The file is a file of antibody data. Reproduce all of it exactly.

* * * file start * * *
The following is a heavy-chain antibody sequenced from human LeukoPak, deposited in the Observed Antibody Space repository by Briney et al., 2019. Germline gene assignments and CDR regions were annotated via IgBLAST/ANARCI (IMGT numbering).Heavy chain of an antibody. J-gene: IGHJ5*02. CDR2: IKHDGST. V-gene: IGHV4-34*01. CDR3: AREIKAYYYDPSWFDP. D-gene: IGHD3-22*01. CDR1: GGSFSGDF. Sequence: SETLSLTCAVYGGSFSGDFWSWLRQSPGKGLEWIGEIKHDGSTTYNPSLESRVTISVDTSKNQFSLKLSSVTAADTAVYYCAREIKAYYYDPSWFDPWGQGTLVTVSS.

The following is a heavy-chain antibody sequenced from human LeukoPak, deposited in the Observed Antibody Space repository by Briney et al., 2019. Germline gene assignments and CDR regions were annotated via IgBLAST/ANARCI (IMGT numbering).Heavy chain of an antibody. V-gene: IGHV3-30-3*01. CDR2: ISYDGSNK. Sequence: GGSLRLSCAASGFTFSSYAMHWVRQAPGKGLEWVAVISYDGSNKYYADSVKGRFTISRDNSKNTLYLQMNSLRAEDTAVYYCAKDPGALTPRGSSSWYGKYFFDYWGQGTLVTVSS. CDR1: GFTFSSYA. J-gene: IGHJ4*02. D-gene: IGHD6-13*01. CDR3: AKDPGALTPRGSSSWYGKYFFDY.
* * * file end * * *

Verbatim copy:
The following is a heavy-chain antibody sequenced from human LeukoPak, deposited in the Observed Antibody Space repository by Briney et al., 2019. Germline gene assignments and CDR regions were annotated via IgBLAST/ANARCI (IMGT numbering).Heavy chain of an antibody. J-gene: IGHJ5*02. CDR2: IKHDGST. V-gene: IGHV4-34*01. CDR3: AREIKAYYYDPSWFDP. D-gene: IGHD3-22*01. CDR1: GGSFSGDF. Sequence: SETLSLTCAVYGGSFSGDFWSWLRQSPGKGLEWIGEIKHDGSTTYNPSLESRVTISVDTSKNQFSLKLSSVTAADTAVYYCAREIKAYYYDPSWFDPWGQGTLVTVSS.

The following is a heavy-chain antibody sequenced from human LeukoPak, deposited in the Observed Antibody Space repository by Briney et al., 2019. Germline gene assignments and CDR regions were annotated via IgBLAST/ANARCI (IMGT numbering).Heavy chain of an antibody. V-gene: IGHV3-30-3*01. CDR2: ISYDGSNK. Sequence: GGSLRLSCAASGFTFSSYAMHWVRQAPGKGLEWVAVISYDGSNKYYADSVKGRFTISRDNSKNTLYLQMNSLRAEDTAVYYCAKDPGALTPRGSSSWYGKYFFDYWGQGTLVTVSS. CDR1: GFTFSSYA. J-gene: IGHJ4*02. D-gene: IGHD6-13*01. CDR3: AKDPGALTPRGSSSWYGKYFFDY.